Another way to look at sizing kettles is figuring out how many portions you need per day. Depending on the size of the portion, a 50-gal. kettle will produce about 650 to 2,000 portions per batch. The more menu items you have, the more likely you’ll want several smaller kettles rather than a few large ones.

Factor in how many shifts you plan to run your cook-chill system, and how many turns you’ll get. Most kettles will cook three or four batches of product in an 8-hr. shift, for example. Cook-tank/chillers usually only cook one batch per shift, but they can cook overnight without supervision and be used as chillers for pumpable products during the day.—MS

A Look At Modified Cook-Chill
The big buzz these days is all about modified cook-chill. Those who use the term are usually talking about using versatile cooking equipment like a combi oven to produce a wide variety of menu items, and then chilling those items quickly in a blast chiller.

There are two major differences between modified cook-chill and traditional cook-chill systems. The first is that in a modified cook-chill system, foods are chilled in open pans on racks in a blast chiller.

While blast chillers cool food fairly quickly, air-cooling food still takes far longer than using a water bath. A full blast chiller will definitely cool foods from 140ºF to 40ºF within four hours, faster than the FDA-recommended 6-hr., two-step method. It still isn’t nearly as fast as the hour or less in which traditional cook-chill products cool.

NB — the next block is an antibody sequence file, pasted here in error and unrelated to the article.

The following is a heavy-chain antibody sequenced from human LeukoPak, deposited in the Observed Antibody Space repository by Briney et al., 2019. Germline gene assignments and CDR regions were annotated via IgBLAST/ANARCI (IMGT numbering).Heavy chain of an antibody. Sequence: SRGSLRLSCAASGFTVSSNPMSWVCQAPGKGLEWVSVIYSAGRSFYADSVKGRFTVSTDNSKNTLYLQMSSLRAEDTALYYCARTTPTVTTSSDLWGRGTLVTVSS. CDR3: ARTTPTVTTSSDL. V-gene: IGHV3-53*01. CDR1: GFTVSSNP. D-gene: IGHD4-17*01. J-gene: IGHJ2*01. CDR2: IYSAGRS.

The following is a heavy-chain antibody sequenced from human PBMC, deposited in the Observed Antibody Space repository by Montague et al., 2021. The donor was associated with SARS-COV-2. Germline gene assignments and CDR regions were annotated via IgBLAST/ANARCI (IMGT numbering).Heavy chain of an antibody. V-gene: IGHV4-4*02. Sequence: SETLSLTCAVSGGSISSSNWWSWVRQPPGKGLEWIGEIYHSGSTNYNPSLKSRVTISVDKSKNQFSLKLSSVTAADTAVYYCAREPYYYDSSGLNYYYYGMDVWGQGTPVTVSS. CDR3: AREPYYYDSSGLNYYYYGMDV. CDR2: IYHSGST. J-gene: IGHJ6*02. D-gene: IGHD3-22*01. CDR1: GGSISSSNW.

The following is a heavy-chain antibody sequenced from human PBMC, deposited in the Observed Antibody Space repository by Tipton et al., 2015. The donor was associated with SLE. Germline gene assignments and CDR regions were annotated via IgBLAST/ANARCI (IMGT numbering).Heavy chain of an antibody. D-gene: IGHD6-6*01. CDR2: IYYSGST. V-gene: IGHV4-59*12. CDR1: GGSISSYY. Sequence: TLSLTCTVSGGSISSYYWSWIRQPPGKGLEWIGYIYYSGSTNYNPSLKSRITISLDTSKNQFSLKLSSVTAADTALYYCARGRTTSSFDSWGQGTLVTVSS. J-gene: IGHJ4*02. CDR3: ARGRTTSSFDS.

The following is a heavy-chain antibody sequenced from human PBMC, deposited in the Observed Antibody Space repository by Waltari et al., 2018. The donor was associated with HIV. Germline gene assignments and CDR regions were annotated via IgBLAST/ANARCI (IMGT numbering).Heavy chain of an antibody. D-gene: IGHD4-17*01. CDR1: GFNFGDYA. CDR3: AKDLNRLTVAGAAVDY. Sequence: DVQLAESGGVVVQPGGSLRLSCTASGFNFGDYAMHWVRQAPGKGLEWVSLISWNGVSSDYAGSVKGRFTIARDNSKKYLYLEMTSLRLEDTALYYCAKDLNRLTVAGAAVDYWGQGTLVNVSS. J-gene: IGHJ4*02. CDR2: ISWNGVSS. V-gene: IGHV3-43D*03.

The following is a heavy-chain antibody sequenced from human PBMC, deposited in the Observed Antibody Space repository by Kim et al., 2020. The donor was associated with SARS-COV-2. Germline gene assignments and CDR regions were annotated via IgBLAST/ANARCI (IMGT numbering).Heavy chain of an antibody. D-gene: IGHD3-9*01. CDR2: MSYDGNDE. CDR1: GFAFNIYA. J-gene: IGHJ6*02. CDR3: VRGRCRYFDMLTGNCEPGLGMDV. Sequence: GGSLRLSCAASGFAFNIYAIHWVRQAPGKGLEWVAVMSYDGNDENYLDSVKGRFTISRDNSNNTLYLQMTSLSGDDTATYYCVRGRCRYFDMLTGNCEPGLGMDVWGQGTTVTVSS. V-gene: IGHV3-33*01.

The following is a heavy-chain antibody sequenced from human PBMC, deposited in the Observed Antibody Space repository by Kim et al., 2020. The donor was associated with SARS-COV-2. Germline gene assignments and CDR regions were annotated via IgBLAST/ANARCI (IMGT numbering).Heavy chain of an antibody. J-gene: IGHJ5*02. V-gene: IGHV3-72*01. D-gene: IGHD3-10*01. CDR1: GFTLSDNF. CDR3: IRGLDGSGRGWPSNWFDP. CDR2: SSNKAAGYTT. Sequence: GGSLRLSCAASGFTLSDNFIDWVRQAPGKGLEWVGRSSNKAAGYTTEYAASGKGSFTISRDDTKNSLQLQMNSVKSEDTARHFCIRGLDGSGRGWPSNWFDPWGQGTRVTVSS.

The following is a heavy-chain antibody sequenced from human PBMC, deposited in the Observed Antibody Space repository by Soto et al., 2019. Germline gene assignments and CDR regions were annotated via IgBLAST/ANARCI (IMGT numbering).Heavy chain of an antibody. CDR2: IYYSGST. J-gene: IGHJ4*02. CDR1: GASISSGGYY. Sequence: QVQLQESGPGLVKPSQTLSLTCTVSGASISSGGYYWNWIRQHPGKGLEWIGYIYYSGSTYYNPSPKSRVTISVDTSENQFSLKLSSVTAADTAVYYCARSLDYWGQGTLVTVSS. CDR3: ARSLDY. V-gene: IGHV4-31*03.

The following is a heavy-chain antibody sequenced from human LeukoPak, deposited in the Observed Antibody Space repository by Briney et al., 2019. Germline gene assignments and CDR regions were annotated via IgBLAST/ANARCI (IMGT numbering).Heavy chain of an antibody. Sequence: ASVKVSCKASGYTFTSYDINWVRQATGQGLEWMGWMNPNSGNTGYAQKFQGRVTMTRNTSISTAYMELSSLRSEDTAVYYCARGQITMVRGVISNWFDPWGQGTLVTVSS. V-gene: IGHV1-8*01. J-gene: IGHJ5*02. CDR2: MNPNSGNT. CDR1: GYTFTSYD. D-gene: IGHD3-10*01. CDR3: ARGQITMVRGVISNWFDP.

And, since food is usually cooled in uncovered pans, modified cook-chill systems don’t extend product shelf life beyond the five- to seven-day limits imposed by health departments. Because traditional cook-chill products are hermetically sealed in sterilized plastic pouches, they can be stored for weeks.

That leads to the second big difference. Modified cook-chill systems really don’t let you cook much past inventory. You pretty much have to use food almost as quickly as it’s cooked because of short shelf life. The idea behind traditional cook-chill systems is to create a food bank that individual units draw against. Production is based on keeping the food bank at par levels. In case of higher demand, product is available in the food bank to cover it.

Modified cook-chill offers advantages to operators who need to produce additional volume for special events like catering or banquets. Don’t confuse it with traditional cook-chill production, though.

For information on manufacturers of modified cook-chill equipment, be sure to check out our Buyer’s Guide at www.fermag.com.–MS

Here are a few fun facts about some operators using cook-chill systems.
Operator: Legal Sea Foods, Boston
Units/Outlets: 30 restaurants, covering the East Coast from Boston to Florida.
Cook-chill items: 15 to 20, including chowder, soups, sauces.
Production fact: Makes more than
600 gals. of chowder a week.
System: In place since early ’80s;
7 kettles, 3 tumble chillers, 3 ice
builders, pump/fill station in 2,000 sq. ft.
What’s new: Switching from manual pump/fill with clips and Tyvec labels to automated form-fill vacuum-seal station.
Major adjustment: Learning to cook, bag and chill roux for soups in large batches rather than trying to make in the kettle at the same time a soup is made.
Savings: Estimated labor savings of 80 to 110 full-time

Operator: Borgata Hotel, Casino & Spa, Atlantic City, N.J.
Units/Outlets: 14 restaurants serving 14,000 meals/day.
Cook-chill items: About 40, including soups, stocks, sauces, roasts, turkeys, entrées.
Production facts: Produces about 6,000 gals. of product per week; cooks more than 3,500 lbs. of prime rib per week.
System: Part of hotel’s original construction, completed in July 2003; one 150-gal. and two 100-gal. kettles, one cook-tank/chiller, 40,000-gal. ice builder in